Lord Browne has insisted that his panel's proposal to remove teaching grants from lower-cost subjects such as arts, humanities and social sciences would not lead to the disciplines becoming the preserve of elite institutions.
The suggestion has led to warnings that some universities could axe the subjects altogether and raised the prospect of certain specialist institutions, such as the London School of Economics, in effect being privatised in terms of teaching.
Speaking to Times Higher Education, Lord Browne said focusing funding on expensive areas such as clinical medicine and science was "fair and proper" but other subjects should not suffer. The independent review's report states that there should be only two categories of courses that attract money from the funding council - clinical training programmes such as medicine and "priority" subjects including engineering.
Teaching grants for other subjects, including most that come under bands C and D of the Higher Education Funding Council for England's cost categories, would be "completely removed", Lord Browne said.
Anna Vignoles, deputy director of the Centre for the Economics of Education, said such a move - combined with a liberated market on fees and numbers - would drive efficiency and innovation but could also lead to some teaching-focused universities ditching certain subjects.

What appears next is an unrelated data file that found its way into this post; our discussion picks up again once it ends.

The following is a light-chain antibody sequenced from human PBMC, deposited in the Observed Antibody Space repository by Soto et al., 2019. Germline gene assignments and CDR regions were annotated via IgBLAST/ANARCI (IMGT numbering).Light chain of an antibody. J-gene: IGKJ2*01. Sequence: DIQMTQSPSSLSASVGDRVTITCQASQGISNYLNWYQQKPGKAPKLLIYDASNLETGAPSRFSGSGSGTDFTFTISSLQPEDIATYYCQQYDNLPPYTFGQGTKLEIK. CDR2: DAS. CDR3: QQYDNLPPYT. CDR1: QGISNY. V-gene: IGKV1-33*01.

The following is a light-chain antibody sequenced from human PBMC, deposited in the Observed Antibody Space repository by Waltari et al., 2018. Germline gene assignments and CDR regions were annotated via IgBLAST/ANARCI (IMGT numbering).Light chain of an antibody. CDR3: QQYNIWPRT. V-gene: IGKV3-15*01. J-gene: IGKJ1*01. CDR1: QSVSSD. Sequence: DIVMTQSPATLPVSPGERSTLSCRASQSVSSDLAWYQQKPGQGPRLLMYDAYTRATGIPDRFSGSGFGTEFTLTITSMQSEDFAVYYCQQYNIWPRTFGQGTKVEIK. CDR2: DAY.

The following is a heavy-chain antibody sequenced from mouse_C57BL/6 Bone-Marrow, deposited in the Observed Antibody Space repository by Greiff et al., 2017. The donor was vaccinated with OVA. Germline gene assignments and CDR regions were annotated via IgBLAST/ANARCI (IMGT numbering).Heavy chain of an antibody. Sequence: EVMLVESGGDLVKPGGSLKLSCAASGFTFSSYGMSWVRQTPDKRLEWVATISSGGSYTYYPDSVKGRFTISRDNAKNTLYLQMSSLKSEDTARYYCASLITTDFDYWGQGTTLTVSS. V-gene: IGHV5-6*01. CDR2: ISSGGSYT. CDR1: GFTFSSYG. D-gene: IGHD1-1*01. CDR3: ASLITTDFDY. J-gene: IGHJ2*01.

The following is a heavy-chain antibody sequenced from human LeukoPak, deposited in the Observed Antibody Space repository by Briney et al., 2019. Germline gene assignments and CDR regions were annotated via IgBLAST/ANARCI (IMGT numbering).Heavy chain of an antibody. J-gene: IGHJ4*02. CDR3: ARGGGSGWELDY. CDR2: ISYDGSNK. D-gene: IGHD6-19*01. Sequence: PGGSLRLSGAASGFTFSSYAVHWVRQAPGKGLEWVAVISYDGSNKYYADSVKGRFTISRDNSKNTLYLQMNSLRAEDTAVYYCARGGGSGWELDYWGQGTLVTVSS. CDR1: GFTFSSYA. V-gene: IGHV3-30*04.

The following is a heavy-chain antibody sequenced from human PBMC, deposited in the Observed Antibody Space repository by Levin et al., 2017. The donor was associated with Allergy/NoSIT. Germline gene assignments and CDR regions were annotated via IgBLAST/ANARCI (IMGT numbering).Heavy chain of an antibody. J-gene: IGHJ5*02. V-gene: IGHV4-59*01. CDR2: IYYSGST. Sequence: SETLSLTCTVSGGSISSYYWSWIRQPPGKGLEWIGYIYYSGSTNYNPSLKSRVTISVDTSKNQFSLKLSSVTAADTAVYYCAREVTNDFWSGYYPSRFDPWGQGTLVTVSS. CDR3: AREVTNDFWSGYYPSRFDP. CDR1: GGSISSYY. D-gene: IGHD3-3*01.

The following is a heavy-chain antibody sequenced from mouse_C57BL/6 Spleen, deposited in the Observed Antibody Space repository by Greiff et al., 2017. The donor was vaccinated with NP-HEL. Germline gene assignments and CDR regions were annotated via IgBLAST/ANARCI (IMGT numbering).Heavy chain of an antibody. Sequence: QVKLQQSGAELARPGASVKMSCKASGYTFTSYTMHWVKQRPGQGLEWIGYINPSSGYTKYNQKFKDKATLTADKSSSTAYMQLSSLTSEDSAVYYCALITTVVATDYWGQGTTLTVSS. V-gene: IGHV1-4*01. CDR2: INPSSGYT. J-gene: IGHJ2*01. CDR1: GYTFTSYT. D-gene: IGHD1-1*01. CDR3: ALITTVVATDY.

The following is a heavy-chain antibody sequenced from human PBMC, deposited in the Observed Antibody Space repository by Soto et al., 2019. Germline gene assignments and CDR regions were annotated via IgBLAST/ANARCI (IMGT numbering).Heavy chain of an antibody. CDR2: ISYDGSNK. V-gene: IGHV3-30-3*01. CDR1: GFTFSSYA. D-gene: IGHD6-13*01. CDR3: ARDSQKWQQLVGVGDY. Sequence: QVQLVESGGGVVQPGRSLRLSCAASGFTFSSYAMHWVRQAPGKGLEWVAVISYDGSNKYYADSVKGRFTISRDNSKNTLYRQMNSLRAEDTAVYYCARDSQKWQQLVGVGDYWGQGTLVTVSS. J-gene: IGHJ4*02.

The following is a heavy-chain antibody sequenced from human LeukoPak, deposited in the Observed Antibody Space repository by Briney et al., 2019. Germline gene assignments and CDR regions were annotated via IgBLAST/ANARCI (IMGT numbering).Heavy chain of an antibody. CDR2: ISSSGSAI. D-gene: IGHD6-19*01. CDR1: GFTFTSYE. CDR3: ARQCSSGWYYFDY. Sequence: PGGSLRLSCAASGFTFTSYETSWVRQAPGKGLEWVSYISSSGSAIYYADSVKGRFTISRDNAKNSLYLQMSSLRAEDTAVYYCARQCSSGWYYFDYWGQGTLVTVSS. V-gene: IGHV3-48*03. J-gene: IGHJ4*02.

She said many could struggle to charge fees high enough to break even on such courses, while elite universities would be able to cross-subsidise from research income.
Professor Vignoles said: "Rationally, at the moment the government is subsidising courses that appear to have very little in market value, (so) reducing that subsidy or taking it away may make sense from an economic perspective.
"But one problem is we may still want history graduates even if there isn't a good market return, and if you take away all the subsidy you're relying on institutions themselves cross-subsidising."
An open framework
However, Lord Browne insisted that "with a bit of efficiency and a bit of work" there would continue to be wide provision of such courses, and he stressed that the proposed framework was flexible and would allow the government to fund them later if it wanted.
"The fee levels, even keeping today's level constant, probably provide enough revenue to teach those subjects but, again with a bit of efficiency and a bit of work, I am sure they can all be kept there," he told THE.
"The purpose is not to reduce emphasis on one subject or the other. That is why we've kept the framework open."
He added: "There is a variety of very expensive subjects that require subvention from the government to teach and that, I think, is fair, it's right and proper.
"If we took it away, the cost of getting a degree to be a doctor, a physician, here would be very expensive - disproportionately expensive - and would probably bias people against studying in that area."
When asked if the proposal to cut funding to such a large swathe of subjects was linked to the coalition government's spending review, he said: "Not really. Our report is much more informed by sustainability. The government can always choose to recycle money back into the sector from time to time."
On whether there was a moral argument for funding all subjects, he said: "The moral question is giving people choice, informed choice."
However, the British Academy said it viewed "with alarm" the prospect of cuts to humanities and social sciences.
Alasdair Smith, former vice-chancellor of the University of Sussex, added that the focus on science subjects was "misguided".